Outing H1N1 data

Diligent parliamentary questions by Andrew Pelling MP have elicited some useful information on H1N1 flu, which deserve a wider public.

Two or three times a year, the Royal Statistical Society offers a statistical seminar for journalists at which it also welcomes press officers, members of parliament and their researchers. Andrew Pelling’s parliamentary researcher attended our June 2009 seminar.

 Mr Pelling, MP for Croydon Central, has since tabled some well-informed parliamentary questions to obtain information on the incompleteness of quite basic data on UK’s virologically confirmed H1N1 cases up to 16 June 2009. There were 1,052 such H1N1 cases in England, Wales and Northern Ireland. For full details, click here. 
QUESTION A.  Mr Pelling asked: for what proportion of these 1,052 H1N1 cases was the start-date of H1N1 antiviral treatment or prophylaxis known.
ANSWER A. ‘Complete data on the commencement of antiviral or prophylaxis is not known. This is because once detailed data on the first few hundred cases had been collected, the Health Protection Agency (HPA) stopped collecting that level of detailed information’.
Comment: Why did HPA not volunteer to provide the relevant information on treatment/prophylaxis for the ‘first few hundred cases’ (how many are they, exactly?) on whom it claims to hold ‘detailed data’. Follow-up parliamentary questions are needed to achieve transparency.
QUESTION B. Mr Pelling asked: how many of the above 1,052 H1N1-confirmed cases were recorded as having been hospitalized by 30 June 2009; and for the age-distribution of the hospitalized cases.
ANSWER B. ‘Not all of the requested data are currently available. Verified data on hospitalizations is only available up to 16 June 2009.’
Comment: Not good enough! How can we confidently work out the 2-week H1N1-related hospitalisation rate by age-group except by comparing the age-distribution for all 1,052 H1N1 cases (confirmed by 16 June) with the age-distribution for the subset of them who were hospitalized by 30 June 2009? These data are utterly crucial because, from 2 July 2009, virological confirmation of suspect H1N1 cases ceased.
Follow-up parliamentary question are thus needed. Firstly, to establish if the hospitalization rates to 30 June 2009 (by age-group) for the above 1,052 cases have since been ascertained. Secondly, to establish by age-group the hospitalization rates by 14 July 2009 for the 4,000+ H1N1 cases in England, Wales and Northern Ireland who were virologically confirmed between 17 and 30 June 2009.
These 4,000+ cases are virtually the last major virologically-confirmed H1N1 case-cohort for whom we can actually have hospitalization rates for the simple reason that routine H1N1 virological confirmations were suspended soon after 30 June 2009.
Drift in age-distribution, and hospitalization rates by age-group, between Mr Pelling’s initial cohort of over 1,000 H1N1 cases and the suggested follow-on cohort of over 4,000 H1N1 cases is fundamentally important UK-specific information. Where are the data?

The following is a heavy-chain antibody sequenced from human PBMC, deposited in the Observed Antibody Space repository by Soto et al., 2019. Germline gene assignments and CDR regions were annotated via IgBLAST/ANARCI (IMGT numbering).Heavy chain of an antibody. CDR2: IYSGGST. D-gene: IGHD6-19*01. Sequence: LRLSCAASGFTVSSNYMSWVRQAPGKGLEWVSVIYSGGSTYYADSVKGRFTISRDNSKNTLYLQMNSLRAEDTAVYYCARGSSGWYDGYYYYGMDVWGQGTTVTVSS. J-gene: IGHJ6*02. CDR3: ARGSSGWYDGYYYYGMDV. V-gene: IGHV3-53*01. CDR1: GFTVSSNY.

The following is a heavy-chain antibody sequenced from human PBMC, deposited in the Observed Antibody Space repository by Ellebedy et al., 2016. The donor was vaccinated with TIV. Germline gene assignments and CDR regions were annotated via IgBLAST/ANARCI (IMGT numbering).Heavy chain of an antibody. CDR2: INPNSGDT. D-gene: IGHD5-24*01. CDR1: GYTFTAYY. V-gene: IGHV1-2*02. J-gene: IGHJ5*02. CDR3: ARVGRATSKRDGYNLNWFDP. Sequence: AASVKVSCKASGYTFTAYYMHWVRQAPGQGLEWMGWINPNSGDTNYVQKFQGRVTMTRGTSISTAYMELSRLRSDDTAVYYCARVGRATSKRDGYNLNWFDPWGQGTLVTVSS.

QUESTION C. Mr Pelling also elicited very basic information on the above 1,052 H1N1 cases by asking that they should be cross-classified by H1N1-exposure (imported, indigenous, and unknown which applied for 422/1,052 = 40 per cent), sex (male, female, or unknown, which applied for 94, 9 per cent), and age-group (under 10 years, 10-19, 20-29, 30-39, 40-49,50-59, 60+, or unknown which applied for 107, 10 per cent). He also elicited the age-distribution for H1N1 cases according to whether or not their date of symptom onset was known (unknown for 556, 53 per cent).
ANSWER C. The information gleaned is summarized below. For full details, follow this link
Comment: First, as anticipated, the modal age-group (highlighted in green) is older for imported (20-29 years) versus other H1N1 cases (10-19 years). In particular, only 18/184 (10 per cent) of known-age imported cases of H1N1 were under 10 years of age, but significantly higher proportions are found in known-age indigenous cases (136/426, 32 per cent) and those whose route of exposure was unknown (115/333, 35 per cent).
Second, most H1N1 cases whose exposure is recorded as ‘not known’ are probably indigenous - both because travel history should have been easy to elicit and similarity of known-age-distributions.
Third, ‘missingness’ mingles. Thus, information on age was absent for 15 per cent of the 496 H1N1 cases whose date of symptom onset is missing but for only 6 per cent of those whose symptom onset was ascertained. Onset date was unknown for a high proportion,  53 per cent, of H1N1 cases under 10 years of age (143/269), for 41 per cent of known-age H1N1 cases aged 10-19 years (139/337) or older (138/339), but for the vast majority, 71 per cent, of the 107 H1N1 cases with unknown age.
Although I knew these answers on data quality, I could not have put them into the public domain as quickly as Mr Pelling did because the Health Protection Agency requires 30 days to vet analyses – be they basic or complex - before they can even be submitted for publication.
WHAT NEXT? We must hope that Mr Pelling can repeat his set of parliamentary questions for the next cohort of 4,000+ H1N1 cases in England, Wales and Northern Ireland virologically-confirmed between 17 and 30 June 2009. Has there been further drift in the age-distribution of now-mostly-indigenous H1N1 cases? Critically, we need to assess, by age-group, hospitalization rates within 2 weeks of H1N1 case confirmation. We shall not ever have this information for H1N1 cases in July 2009 because routine virological confirmation was suspended on 2 July.
Mr Pelling, bully for you; and please continue your questions . . .

(Sheila Bird is Vice-President of the Royal Statistical Society.)